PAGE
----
unique in nature and vast in scope — truly Canadian
Conserving Canada's Genomic Diversity
American beaver (Castor canadensis)

Socially relevant science

Our GE3LS (Genomic, Ethical, Environmental, Economic, Legal, Social) program ensures that priority species will be studied, and robust policy recommendations for responsible use of genomics particularly for those in the sub-Arctic and Arctic where climate change is already having a profound impact on wildlife and vegetation will be developed. The resultant genomes will be freely available, and we will populate the database being developed to store and provide easy access to geospatial information and metadata on the samples to non-expert parties.

Moose (Alces alces)

Knowledge mobilization

Our goal is to bridge the conservation genomics gap. We will achieve this through massive knowledge mobilization activities between genomics scientists, ex situ species managers, conservation practitioners, ecologists, biologists, zookeepers, museum curators and beyond. To disseminate the deliverables, we will direct communications to and invite participation from a wide spectrum of rights holders and stakeholders. Our partnership already includes broad representation and partners are widely and deeply connected with the academic, governmental, intergovernmental and private sector groups that desire improved access to and understanding of the potential for genomics to support environmental decision making, maintenance of biodiversity, wildlife conservation and an environmentally and economically sustainable future. We have a wide range of expertise that supports dissemination across Canada, internationally and to a diverse group of potential end users.

The potential of the genome

There is growing recognition that genome-based tools have a significant place in addressing knowledge gaps related to resource management, evolution, viability, adaptation and disease in an at- risk species. The foundational requirement for most genomic tools is a high-quality reference genome. Powerful advances in genome sequencing technology, informatics, automation, and artificial intelligence have made these tools more affordable and accessible.


Identify species that would most benefit from genomic information.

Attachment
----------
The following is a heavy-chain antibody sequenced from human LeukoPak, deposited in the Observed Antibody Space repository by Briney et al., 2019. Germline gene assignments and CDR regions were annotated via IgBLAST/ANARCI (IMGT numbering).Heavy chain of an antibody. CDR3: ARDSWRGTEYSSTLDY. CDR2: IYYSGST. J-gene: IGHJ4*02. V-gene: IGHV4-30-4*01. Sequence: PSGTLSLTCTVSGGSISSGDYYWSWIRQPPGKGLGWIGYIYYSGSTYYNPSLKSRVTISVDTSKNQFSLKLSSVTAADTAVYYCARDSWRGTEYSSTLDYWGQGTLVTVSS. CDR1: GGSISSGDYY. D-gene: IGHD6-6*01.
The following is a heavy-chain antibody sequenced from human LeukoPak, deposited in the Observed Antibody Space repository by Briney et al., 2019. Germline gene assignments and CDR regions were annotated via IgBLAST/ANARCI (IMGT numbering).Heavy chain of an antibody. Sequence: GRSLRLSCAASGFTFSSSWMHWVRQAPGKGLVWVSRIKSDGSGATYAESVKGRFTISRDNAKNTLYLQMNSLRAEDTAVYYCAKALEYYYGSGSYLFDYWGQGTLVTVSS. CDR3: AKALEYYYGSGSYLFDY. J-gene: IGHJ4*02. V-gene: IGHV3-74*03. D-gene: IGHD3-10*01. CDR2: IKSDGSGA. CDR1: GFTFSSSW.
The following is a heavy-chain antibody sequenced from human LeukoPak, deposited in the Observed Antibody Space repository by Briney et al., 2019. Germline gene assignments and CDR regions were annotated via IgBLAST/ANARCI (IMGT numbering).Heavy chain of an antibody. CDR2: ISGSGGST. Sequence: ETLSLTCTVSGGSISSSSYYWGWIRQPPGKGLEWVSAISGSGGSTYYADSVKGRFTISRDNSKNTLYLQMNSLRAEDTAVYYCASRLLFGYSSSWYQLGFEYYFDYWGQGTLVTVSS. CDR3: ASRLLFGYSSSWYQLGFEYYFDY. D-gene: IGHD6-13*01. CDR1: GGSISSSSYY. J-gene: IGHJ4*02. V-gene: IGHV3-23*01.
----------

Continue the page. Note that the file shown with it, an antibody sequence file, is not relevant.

Perform sequencing, assembly and annotation of the genomes and make them freely available to the expert end-user community.


Provide policy recommendations for species conservation including strategies that include protected natural environments as well as locations away outside of them, such as within zoos.

In addition, through our GE3LS program, conduct case studies with end users to identify and prioritize which genomics-based tools will be most useful in support of their efforts in conservation of species at risk, environmental monitoring and for ecosystem-based efforts to maintain biodiversity, manage, conserve and restore species.

Grizzly bear (Ursus arctos horribilis)

Declining Biodiversity, Management, Human Well-being

Canada possesses significant biodiversity, with ~80,000 plant and animal species in environments ranging from desert to the arctic. Many of these species are under threat due to rapid changes in climate and other human-led impacts on our environment.

The 2015 federal Wild Species report, which assessed ~27,500 Canadian species, identified ~6 per cent (1,659 species) as “May Be at Risk” in Canada

As of 2017-18, the Committee on the Status of Endangered Wildlife in Canada’s (COSEWIC) assessments included 771 wildlife species in various risk categories; 18 assessed as extinct.

Assessments by Indigenous Peoples in Canada also reflect systemic change— Inuit report declining abundance, health and populations in several species.